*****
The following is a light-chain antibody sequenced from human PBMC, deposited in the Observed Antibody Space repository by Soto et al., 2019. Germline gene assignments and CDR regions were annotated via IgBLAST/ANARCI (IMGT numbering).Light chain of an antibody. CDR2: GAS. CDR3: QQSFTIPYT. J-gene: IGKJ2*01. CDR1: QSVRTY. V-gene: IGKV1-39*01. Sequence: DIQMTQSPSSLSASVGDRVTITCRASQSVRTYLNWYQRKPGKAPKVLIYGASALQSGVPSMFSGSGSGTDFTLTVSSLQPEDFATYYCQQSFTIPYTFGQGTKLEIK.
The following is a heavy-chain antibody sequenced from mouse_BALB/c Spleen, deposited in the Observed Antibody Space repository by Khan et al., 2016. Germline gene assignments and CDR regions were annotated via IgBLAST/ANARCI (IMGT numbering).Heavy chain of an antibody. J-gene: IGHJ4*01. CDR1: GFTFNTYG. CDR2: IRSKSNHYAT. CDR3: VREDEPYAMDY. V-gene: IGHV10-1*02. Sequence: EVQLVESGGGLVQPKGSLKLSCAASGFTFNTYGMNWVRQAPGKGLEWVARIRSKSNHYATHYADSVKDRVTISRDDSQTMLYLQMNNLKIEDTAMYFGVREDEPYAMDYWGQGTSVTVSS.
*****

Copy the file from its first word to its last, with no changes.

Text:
The following is a light-chain antibody sequenced from human PBMC, deposited in the Observed Antibody Space repository by Soto et al., 2019. Germline gene assignments and CDR regions were annotated via IgBLAST/ANARCI (IMGT numbering).Light chain of an antibody. CDR2: GAS. CDR3: QQSFTIPYT. J-gene: IGKJ2*01. CDR1: QSVRTY. V-gene: IGKV1-39*01. Sequence: DIQMTQSPSSLSASVGDRVTITCRASQSVRTYLNWYQRKPGKAPKVLIYGASALQSGVPSMFSGSGSGTDFTLTVSSLQPEDFATYYCQQSFTIPYTFGQGTKLEIK.
The following is a heavy-chain antibody sequenced from mouse_BALB/c Spleen, deposited in the Observed Antibody Space repository by Khan et al., 2016. Germline gene assignments and CDR regions were annotated via IgBLAST/ANARCI (IMGT numbering).Heavy chain of an antibody. J-gene: IGHJ4*01. CDR1: GFTFNTYG. CDR2: IRSKSNHYAT. CDR3: VREDEPYAMDY. V-gene: IGHV10-1*02. Sequence: EVQLVESGGGLVQPKGSLKLSCAASGFTFNTYGMNWVRQAPGKGLEWVARIRSKSNHYATHYADSVKDRVTISRDDSQTMLYLQMNNLKIEDTAMYFGVREDEPYAMDYWGQGTSVTVSS.